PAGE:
Intel has been adding big-name semiconductor talent to its bench at a rapid clip over the past few months, and it's added another such name to its roster with the return of Larrabee architect Tom Forsyth. In a tweet, Forsyth confirmed that he will be returning to the blue team as a chip architect under Raja Koduri in the Core and Visual Computing Group. Forsyth says he's "not entirely sure what [he'll] be working on just yet."
Personal job news - I start at Intel shortly as a chip architect in Raja Koduri's group. Not entirely sure what I'll be working on just yet. But do let me know if you have any suggestions.— Tom Forsyth (@tom_forsyth) June 19, 2018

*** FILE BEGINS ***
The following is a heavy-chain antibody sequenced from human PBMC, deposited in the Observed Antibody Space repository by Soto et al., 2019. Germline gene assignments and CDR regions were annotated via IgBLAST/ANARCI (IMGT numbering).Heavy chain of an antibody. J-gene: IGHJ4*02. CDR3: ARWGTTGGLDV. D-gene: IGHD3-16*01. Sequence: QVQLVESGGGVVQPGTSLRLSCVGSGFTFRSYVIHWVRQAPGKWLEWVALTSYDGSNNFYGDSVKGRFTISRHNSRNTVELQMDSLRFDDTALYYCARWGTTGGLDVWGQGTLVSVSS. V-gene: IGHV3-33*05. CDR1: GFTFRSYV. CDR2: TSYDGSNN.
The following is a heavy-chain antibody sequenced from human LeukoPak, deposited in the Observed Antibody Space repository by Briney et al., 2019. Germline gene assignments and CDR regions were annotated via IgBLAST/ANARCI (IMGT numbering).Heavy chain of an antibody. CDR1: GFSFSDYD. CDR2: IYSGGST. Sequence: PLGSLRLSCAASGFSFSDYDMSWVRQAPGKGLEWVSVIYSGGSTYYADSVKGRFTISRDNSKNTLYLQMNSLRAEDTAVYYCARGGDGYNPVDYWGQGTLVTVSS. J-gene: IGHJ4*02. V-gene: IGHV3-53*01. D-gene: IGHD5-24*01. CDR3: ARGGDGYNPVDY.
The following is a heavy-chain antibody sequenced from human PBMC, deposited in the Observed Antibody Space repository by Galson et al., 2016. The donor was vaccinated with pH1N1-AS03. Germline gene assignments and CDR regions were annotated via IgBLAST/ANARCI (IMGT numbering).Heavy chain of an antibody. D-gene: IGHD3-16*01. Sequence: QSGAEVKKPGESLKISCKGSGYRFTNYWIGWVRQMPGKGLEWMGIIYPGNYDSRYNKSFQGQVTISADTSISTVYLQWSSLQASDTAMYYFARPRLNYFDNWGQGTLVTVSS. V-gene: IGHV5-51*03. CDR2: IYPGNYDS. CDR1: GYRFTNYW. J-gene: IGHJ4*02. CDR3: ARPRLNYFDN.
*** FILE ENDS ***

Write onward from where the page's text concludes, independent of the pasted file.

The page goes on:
Go on. Hit post. You know you want to. Whisper words of wisdom...
Forsyth was one of the key architects responsible for Intel's Larrabee many-core vector processor and its accompanying instruction set (best known today as AVX-512), and Intel has made no bones about its goal to introduce high-performance discrete graphics processors to the market as soon as 2020.
Given Intel's fresh enthusiasm for graphics—a zeal that was apparently lacking during Larrabee's development and ultimately resulted in its relegation to the data center as a high-performance computing part—Forsyth's expertise could play a role in massively parallel processing chips many years still in the future. Perhaps we'll hear just what Forsyth ultimately worked on at the end of one of the many-year cycles of chip development yet to occur.